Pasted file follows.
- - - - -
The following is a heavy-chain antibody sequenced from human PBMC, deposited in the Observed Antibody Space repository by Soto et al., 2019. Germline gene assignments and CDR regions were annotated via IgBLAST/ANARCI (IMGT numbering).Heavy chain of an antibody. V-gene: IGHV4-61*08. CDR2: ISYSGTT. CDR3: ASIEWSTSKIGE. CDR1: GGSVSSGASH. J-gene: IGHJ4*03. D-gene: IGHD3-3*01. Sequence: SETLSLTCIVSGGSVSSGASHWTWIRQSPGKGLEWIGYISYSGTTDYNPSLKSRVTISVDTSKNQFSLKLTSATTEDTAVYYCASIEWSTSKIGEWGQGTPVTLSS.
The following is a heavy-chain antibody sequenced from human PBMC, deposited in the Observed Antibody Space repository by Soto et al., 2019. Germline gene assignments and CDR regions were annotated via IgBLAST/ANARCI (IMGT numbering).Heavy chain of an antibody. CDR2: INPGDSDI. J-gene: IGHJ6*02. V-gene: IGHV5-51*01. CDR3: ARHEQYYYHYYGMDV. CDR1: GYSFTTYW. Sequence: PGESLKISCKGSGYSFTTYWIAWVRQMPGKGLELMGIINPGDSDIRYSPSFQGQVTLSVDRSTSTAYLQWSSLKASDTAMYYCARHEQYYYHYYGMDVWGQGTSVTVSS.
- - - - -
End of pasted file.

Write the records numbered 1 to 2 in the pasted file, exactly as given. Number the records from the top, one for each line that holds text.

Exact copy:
The following is a heavy-chain antibody sequenced from human PBMC, deposited in the Observed Antibody Space repository by Soto et al., 2019. Germline gene assignments and CDR regions were annotated via IgBLAST/ANARCI (IMGT numbering).Heavy chain of an antibody. V-gene: IGHV4-61*08. CDR2: ISYSGTT. CDR3: ASIEWSTSKIGE. CDR1: GGSVSSGASH. J-gene: IGHJ4*03. D-gene: IGHD3-3*01. Sequence: SETLSLTCIVSGGSVSSGASHWTWIRQSPGKGLEWIGYISYSGTTDYNPSLKSRVTISVDTSKNQFSLKLTSATTEDTAVYYCASIEWSTSKIGEWGQGTPVTLSS.
The following is a heavy-chain antibody sequenced from human PBMC, deposited in the Observed Antibody Space repository by Soto et al., 2019. Germline gene assignments and CDR regions were annotated via IgBLAST/ANARCI (IMGT numbering).Heavy chain of an antibody. CDR2: INPGDSDI. J-gene: IGHJ6*02. V-gene: IGHV5-51*01. CDR3: ARHEQYYYHYYGMDV. CDR1: GYSFTTYW. Sequence: PGESLKISCKGSGYSFTTYWIAWVRQMPGKGLELMGIINPGDSDIRYSPSFQGQVTLSVDRSTSTAYLQWSSLKASDTAMYYCARHEQYYYHYYGMDVWGQGTSVTVSS.